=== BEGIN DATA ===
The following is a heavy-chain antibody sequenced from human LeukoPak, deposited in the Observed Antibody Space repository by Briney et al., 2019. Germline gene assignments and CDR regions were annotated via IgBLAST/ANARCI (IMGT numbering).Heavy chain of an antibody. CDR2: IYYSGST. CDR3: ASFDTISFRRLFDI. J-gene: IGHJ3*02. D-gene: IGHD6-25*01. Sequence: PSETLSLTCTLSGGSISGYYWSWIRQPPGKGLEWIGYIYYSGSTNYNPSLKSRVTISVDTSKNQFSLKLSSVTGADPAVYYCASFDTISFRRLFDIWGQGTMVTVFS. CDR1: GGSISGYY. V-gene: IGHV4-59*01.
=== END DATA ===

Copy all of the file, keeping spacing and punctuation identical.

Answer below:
The following is a heavy-chain antibody sequenced from human LeukoPak, deposited in the Observed Antibody Space repository by Briney et al., 2019. Germline gene assignments and CDR regions were annotated via IgBLAST/ANARCI (IMGT numbering).Heavy chain of an antibody. CDR2: IYYSGST. CDR3: ASFDTISFRRLFDI. J-gene: IGHJ3*02. D-gene: IGHD6-25*01. Sequence: PSETLSLTCTLSGGSISGYYWSWIRQPPGKGLEWIGYIYYSGSTNYNPSLKSRVTISVDTSKNQFSLKLSSVTGADPAVYYCASFDTISFRRLFDIWGQGTMVTVFS. CDR1: GGSISGYY. V-gene: IGHV4-59*01.